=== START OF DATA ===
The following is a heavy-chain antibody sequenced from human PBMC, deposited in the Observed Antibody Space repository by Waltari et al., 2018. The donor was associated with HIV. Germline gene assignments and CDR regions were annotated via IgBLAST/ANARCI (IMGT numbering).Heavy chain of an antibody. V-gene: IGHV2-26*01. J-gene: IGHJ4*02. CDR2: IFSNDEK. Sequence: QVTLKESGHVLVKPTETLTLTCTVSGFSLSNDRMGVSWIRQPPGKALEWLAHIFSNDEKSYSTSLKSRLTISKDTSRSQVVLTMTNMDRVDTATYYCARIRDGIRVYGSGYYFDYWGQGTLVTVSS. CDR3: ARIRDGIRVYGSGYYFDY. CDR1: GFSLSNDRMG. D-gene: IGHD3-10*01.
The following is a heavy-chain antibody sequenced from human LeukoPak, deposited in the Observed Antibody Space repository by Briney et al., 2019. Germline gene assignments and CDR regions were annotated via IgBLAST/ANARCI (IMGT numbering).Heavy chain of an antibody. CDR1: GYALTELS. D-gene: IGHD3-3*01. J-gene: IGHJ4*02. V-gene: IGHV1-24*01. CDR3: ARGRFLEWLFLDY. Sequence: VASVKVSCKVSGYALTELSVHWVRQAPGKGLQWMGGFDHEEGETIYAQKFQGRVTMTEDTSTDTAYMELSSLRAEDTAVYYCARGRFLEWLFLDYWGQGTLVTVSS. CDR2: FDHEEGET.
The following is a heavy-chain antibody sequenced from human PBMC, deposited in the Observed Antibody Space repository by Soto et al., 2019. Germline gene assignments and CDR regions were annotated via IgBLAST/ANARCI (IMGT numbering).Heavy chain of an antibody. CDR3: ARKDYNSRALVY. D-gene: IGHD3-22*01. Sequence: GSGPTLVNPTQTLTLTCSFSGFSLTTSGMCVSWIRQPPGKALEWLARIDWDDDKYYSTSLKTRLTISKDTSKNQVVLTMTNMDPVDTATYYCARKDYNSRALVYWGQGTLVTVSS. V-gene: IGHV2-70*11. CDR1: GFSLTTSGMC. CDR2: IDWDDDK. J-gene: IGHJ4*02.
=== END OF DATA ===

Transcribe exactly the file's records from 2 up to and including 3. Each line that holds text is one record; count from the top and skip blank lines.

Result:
The following is a heavy-chain antibody sequenced from human LeukoPak, deposited in the Observed Antibody Space repository by Briney et al., 2019. Germline gene assignments and CDR regions were annotated via IgBLAST/ANARCI (IMGT numbering).Heavy chain of an antibody. CDR1: GYALTELS. D-gene: IGHD3-3*01. J-gene: IGHJ4*02. V-gene: IGHV1-24*01. CDR3: ARGRFLEWLFLDY. Sequence: VASVKVSCKVSGYALTELSVHWVRQAPGKGLQWMGGFDHEEGETIYAQKFQGRVTMTEDTSTDTAYMELSSLRAEDTAVYYCARGRFLEWLFLDYWGQGTLVTVSS. CDR2: FDHEEGET.
The following is a heavy-chain antibody sequenced from human PBMC, deposited in the Observed Antibody Space repository by Soto et al., 2019. Germline gene assignments and CDR regions were annotated via IgBLAST/ANARCI (IMGT numbering).Heavy chain of an antibody. CDR3: ARKDYNSRALVY. D-gene: IGHD3-22*01. Sequence: GSGPTLVNPTQTLTLTCSFSGFSLTTSGMCVSWIRQPPGKALEWLARIDWDDDKYYSTSLKTRLTISKDTSKNQVVLTMTNMDPVDTATYYCARKDYNSRALVYWGQGTLVTVSS. V-gene: IGHV2-70*11. CDR1: GFSLTTSGMC. CDR2: IDWDDDK. J-gene: IGHJ4*02.